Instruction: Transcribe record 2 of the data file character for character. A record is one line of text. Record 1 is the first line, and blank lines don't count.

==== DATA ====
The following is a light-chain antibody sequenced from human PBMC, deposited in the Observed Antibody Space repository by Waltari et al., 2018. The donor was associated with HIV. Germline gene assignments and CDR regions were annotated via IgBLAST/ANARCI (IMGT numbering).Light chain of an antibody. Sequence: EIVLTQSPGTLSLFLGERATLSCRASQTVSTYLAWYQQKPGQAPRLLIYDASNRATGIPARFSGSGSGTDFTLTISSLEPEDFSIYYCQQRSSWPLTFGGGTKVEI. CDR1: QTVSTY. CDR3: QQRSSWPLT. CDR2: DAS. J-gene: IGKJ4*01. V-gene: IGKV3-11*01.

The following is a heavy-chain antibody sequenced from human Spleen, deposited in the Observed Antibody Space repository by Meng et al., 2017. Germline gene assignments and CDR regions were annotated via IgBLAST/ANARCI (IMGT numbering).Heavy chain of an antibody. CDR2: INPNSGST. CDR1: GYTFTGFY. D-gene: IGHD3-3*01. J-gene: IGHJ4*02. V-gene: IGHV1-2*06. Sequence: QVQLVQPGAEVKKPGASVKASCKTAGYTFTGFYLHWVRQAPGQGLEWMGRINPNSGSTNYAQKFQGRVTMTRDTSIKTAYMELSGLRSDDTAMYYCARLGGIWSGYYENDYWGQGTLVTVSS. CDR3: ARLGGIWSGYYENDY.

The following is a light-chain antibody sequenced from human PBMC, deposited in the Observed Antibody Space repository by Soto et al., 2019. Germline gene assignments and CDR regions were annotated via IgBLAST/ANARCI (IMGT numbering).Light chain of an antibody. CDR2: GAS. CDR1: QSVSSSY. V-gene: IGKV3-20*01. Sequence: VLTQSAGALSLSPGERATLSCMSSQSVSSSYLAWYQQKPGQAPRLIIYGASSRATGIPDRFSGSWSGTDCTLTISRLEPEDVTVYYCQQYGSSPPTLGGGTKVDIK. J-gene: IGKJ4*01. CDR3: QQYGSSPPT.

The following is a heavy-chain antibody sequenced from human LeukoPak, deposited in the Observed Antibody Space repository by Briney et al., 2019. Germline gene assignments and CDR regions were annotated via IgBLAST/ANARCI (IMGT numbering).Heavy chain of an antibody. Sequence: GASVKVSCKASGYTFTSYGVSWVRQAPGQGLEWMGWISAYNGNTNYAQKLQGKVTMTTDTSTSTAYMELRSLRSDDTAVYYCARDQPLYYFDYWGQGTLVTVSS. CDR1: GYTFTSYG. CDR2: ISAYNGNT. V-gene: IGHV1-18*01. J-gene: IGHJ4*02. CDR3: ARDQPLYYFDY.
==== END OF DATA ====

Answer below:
The following is a heavy-chain antibody sequenced from human Spleen, deposited in the Observed Antibody Space repository by Meng et al., 2017. Germline gene assignments and CDR regions were annotated via IgBLAST/ANARCI (IMGT numbering).Heavy chain of an antibody. CDR2: INPNSGST. CDR1: GYTFTGFY. D-gene: IGHD3-3*01. J-gene: IGHJ4*02. V-gene: IGHV1-2*06. Sequence: QVQLVQPGAEVKKPGASVKASCKTAGYTFTGFYLHWVRQAPGQGLEWMGRINPNSGSTNYAQKFQGRVTMTRDTSIKTAYMELSGLRSDDTAMYYCARLGGIWSGYYENDYWGQGTLVTVSS. CDR3: ARLGGIWSGYYENDY.